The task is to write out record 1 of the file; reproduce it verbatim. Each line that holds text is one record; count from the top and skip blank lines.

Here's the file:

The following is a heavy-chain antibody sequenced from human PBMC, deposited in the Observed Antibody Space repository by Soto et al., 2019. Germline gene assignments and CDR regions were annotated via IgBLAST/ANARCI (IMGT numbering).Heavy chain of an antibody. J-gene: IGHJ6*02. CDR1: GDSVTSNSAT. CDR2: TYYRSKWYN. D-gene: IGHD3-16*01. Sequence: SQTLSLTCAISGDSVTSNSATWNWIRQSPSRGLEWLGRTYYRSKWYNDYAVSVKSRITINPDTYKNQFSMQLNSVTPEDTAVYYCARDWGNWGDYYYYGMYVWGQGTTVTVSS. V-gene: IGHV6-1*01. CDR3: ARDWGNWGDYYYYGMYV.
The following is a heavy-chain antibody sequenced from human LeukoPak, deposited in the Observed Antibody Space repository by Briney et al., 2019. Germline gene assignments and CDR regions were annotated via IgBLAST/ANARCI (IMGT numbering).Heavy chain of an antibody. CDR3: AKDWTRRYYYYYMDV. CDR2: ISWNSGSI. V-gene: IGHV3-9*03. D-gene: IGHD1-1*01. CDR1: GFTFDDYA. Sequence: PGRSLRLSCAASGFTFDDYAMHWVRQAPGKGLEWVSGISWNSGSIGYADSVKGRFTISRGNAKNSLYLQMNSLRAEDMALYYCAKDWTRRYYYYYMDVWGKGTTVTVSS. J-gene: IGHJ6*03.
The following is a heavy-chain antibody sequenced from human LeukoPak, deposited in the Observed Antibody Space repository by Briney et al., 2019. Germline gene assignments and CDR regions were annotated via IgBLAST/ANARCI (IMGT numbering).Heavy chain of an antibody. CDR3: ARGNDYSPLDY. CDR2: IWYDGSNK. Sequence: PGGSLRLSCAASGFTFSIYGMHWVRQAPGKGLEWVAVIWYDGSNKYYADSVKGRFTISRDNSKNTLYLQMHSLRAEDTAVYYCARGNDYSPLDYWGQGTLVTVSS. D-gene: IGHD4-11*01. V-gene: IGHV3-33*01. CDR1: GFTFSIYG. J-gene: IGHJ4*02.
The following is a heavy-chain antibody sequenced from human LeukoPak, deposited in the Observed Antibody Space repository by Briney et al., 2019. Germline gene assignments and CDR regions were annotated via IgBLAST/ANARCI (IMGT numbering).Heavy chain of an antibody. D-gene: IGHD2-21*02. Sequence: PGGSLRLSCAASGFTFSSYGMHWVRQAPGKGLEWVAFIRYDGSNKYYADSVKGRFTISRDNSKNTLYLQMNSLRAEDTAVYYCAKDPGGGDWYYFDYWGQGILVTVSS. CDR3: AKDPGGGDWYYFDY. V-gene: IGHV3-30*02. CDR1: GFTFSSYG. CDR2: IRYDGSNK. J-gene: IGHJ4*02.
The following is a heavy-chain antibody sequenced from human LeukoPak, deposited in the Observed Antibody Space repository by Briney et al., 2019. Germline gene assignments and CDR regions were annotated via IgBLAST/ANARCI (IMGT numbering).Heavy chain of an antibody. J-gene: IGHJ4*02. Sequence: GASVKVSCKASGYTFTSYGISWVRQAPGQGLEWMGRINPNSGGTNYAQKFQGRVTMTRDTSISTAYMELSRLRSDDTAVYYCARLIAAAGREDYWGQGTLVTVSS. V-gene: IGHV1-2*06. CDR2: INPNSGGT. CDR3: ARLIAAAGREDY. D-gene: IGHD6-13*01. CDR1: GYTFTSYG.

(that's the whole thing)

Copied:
The following is a heavy-chain antibody sequenced from human PBMC, deposited in the Observed Antibody Space repository by Soto et al., 2019. Germline gene assignments and CDR regions were annotated via IgBLAST/ANARCI (IMGT numbering).Heavy chain of an antibody. J-gene: IGHJ6*02. CDR1: GDSVTSNSAT. CDR2: TYYRSKWYN. D-gene: IGHD3-16*01. Sequence: SQTLSLTCAISGDSVTSNSATWNWIRQSPSRGLEWLGRTYYRSKWYNDYAVSVKSRITINPDTYKNQFSMQLNSVTPEDTAVYYCARDWGNWGDYYYYGMYVWGQGTTVTVSS. V-gene: IGHV6-1*01. CDR3: ARDWGNWGDYYYYGMYV.